Clara Ayer feels a deep commitment to Fairmont Farm, the third-generation dairy where she works with her parents, brother and cousin. Across three different locations in East Montpelier and Craftsbury, they milk 1,450 cows with the help of more than 35 employees. In 2018, the young farmer and mother of three was inducted into the Vermont Agricultural Hallof Fame as an Emerging Leader for her role in helping to keep the dairy sector vital.
While Clara and her family have immense respect for those who came before them, they recognize that farmers must continually reevaluate their approach to stay in the game. “The technology and efficiencies are really what will get us through,” Clara says. “We cannot keep doing things the way the older generation did things. We need to be moving forward.”
Fairmont Farm is a next century Cabot farm
In the fields, the Fairmont farmers were “early adopters,” in Clara’s words, of practices like no till agriculture and planting cover crops that help build organic matter and healthy soil structure. This approach protects topsoil, increases the land’s ability to absorb water and minimizes the need for fertilizers.
In the barns, the heifers wear the cow equivalent of Fitbits to monitor their activity and overall health. The technology enables farmers to take the best care possible of each animal by providing early signals of any possible issues. Fairmont has also built a worldwide reputation for impeccably managed herd genetics, which are prized and purchased by dairy farms around the globe.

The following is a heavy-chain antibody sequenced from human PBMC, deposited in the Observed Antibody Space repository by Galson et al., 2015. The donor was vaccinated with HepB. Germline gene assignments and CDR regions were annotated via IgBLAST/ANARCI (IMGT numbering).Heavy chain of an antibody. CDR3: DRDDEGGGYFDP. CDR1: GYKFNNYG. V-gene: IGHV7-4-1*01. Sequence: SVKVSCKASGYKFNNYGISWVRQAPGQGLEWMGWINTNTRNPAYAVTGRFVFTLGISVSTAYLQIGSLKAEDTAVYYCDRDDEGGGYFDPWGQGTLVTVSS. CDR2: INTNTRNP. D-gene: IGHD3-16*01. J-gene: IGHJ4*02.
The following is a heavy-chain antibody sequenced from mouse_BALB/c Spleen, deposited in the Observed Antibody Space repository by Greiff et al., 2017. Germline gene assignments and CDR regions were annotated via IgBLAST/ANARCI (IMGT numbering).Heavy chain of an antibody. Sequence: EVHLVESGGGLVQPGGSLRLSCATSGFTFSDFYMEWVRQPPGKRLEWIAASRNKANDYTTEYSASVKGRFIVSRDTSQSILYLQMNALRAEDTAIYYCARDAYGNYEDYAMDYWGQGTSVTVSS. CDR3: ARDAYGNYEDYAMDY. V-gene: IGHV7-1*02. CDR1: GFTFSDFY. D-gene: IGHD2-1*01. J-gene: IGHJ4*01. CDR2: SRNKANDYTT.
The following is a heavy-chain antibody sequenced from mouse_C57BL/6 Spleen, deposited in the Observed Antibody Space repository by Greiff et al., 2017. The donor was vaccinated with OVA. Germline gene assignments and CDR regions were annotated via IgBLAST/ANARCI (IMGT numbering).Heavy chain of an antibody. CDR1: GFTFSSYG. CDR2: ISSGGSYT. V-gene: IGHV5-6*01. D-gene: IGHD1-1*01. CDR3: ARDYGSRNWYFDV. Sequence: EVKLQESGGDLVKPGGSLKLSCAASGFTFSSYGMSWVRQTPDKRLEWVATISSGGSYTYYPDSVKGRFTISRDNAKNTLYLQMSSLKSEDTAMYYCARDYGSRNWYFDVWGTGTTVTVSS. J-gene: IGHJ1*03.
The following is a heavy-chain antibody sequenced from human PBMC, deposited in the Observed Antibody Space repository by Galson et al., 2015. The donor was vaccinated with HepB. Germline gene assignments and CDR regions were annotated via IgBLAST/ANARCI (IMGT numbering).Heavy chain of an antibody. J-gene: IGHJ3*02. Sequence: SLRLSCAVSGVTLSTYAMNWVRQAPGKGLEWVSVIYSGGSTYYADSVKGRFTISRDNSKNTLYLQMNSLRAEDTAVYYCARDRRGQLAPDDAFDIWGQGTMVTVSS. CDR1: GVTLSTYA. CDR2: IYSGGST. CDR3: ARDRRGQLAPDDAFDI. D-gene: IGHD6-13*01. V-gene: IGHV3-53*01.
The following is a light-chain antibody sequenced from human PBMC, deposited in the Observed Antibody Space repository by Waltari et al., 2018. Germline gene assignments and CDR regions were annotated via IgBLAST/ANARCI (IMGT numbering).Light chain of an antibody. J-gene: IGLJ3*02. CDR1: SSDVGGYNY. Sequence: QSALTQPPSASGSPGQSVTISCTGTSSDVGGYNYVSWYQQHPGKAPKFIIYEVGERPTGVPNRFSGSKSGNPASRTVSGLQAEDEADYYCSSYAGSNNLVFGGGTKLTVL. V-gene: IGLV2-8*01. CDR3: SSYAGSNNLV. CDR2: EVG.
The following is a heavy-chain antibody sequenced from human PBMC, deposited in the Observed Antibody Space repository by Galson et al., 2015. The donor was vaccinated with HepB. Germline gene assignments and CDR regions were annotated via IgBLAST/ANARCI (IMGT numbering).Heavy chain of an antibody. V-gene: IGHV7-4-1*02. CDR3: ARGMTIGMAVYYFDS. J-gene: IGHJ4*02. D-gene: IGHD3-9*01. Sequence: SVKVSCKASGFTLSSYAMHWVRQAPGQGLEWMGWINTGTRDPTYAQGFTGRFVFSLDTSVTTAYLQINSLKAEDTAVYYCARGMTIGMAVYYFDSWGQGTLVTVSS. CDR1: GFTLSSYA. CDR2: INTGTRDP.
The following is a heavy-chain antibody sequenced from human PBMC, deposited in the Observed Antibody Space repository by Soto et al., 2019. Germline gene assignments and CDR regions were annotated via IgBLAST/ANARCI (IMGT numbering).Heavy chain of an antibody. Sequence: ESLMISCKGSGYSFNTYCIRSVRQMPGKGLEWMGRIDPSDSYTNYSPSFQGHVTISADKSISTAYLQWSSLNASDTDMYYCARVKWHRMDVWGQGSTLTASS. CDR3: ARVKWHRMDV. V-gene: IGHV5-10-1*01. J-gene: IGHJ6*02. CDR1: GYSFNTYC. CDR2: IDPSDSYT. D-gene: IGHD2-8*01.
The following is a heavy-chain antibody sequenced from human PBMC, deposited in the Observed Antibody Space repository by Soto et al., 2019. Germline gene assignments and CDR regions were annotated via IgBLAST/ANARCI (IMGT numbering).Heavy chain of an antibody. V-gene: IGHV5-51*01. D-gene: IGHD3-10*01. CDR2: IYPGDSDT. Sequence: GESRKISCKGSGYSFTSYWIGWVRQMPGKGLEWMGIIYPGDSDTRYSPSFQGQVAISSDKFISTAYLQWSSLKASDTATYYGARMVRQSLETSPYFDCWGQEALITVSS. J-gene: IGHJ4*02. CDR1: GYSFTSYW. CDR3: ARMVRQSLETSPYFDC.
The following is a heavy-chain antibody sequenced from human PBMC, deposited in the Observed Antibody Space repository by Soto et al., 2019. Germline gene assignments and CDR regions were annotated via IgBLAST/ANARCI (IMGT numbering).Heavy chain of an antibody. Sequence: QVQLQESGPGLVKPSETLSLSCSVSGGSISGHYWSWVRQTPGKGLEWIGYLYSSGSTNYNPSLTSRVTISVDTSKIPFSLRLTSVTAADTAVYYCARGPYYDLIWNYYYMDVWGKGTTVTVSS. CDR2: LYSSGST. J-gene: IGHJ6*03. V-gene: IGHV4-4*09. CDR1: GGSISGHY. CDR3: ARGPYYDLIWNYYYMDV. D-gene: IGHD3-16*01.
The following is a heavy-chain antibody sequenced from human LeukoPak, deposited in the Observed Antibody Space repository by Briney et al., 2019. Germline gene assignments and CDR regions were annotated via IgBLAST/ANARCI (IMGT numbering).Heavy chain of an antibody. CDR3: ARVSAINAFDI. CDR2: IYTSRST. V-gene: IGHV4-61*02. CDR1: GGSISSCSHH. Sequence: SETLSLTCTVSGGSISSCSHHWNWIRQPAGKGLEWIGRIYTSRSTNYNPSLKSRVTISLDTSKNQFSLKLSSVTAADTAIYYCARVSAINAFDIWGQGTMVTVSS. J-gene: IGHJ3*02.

This year, the co-op celebrates its first hundred years—and looks forward to the next hundred. In Vermont, there are several farms that can trace their family tree back to the original group of farmers who banded together to make butter they shipped all the way to Boston. But dairy farming has changed significantly since those 94 farmers around Cabot each contributed $5 per cow and one cord of wood to fuel a cooperative creamery.
Today, the co-op is owned by 800 farm families across New England and New York and employs 1,000-plus people in four plants in three Northeast states. It is a point of great pride for the farmer-members that Cabot cheddar has been named the world’s best. The company wa salso the first dairy cooperative to achieve B Corp certification, joining more than 3,100 B Corps in 71 countries working together to drive positive change through the power of their business.
For their part, farmers are constantly working to improve the systems with which they care for their animals and the environment to build sustainability for future generations—both on the farm and off. Like Fairmont, many Cabot farms deploy the latest in cropping techniques designed to improve soil integrity and protect waterways; they apply cutting-edge science to care for healthy herds that produce the highest quality milk. Others run state-ofthe-art digesters that recycle cow manure to produce electricity and sophisticated barn climate systems that maximize cow comfort and minimize energy use.
Clara is honored to be part of the team that is stewarding Fairmont Farm into the future and contributing to the ongoing strength of New England dairy farming. She just welcomed a set of twins to her family, yet another motivation to work hard to safeguard the future. “It’s important to keep thinking outside the box,” Clara says.